Male-like sexual behavior of female mouse lacking fucose mutarotase.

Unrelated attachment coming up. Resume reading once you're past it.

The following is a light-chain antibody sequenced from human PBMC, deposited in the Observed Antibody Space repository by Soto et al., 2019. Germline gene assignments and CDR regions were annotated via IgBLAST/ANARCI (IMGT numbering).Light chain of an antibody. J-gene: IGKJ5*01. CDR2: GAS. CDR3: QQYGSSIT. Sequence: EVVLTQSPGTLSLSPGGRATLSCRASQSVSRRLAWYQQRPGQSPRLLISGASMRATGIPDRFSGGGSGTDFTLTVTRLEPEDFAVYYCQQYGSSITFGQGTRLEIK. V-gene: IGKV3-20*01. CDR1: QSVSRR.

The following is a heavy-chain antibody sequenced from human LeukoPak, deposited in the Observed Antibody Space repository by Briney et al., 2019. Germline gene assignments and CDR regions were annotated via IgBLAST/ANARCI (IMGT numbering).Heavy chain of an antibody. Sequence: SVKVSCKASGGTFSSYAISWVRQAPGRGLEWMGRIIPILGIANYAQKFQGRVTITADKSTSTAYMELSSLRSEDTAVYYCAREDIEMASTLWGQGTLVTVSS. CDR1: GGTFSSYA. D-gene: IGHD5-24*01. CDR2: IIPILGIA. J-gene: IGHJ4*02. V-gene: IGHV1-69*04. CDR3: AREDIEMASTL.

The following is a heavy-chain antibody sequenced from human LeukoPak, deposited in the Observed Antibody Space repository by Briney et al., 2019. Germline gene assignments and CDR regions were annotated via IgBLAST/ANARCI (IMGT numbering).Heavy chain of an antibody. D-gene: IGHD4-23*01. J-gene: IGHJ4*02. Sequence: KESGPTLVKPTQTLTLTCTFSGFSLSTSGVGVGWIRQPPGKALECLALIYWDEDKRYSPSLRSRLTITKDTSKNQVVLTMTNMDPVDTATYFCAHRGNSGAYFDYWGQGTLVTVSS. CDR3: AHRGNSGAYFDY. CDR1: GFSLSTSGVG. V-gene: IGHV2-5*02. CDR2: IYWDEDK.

BACKGROUND: Mutarotases are recently characterized family of enzymes that are involved in the anomeric conversions of monosaccharides. The mammalian fucose mutarotase (FucM) was reported in cultured cells to facilitate fucose utilization and incorporation into protein by glycosylation. However, the role of this enzyme in animal has not been elucidated. RESULTS: We generated a mutant mouse specifically lacking the fucose mutarotase (FucM) gene. The FucM knockout mice displayed an abnormal sexual receptivity with a drastic reduction in lordosis score, although the animals were fertile due to a rare and forced intromission by a typical male. We examined the anteroventral periventricular nucleus (AVPv) of the preoptic region in brain and found that the mutant females showed a reduction in tyrosine hydoxylase positive neurons compared to that of a normal female. Furthermore, the mutant females exhibited a masculine behavior, such as mounting to a normal female partner as well as showing a preference to female urine. We found a reduction of fucosylated serum alpha-fetoprotein (AFP) in a mutant embryo relative to that of a wild-type embryo. CONCLUSIONS: The observation that FucM-/- female mouse exhibits a phenotypic similarity to a wild-type male in terms of its sexual behavior appears to be due to the neurodevelopmental changes in preoptic area of mutant brain resembling a wild-type male. Since the previous studies indicate that AFP plays a role in titrating estradiol that are required to consolidate sexual preference of female mice, we speculate that the reduced level of AFP in FucM-/- mouse, presumably resulting from the reduced fucosylation, is responsible for the male-like sexual behavior observed in the FucM knock-out mouse.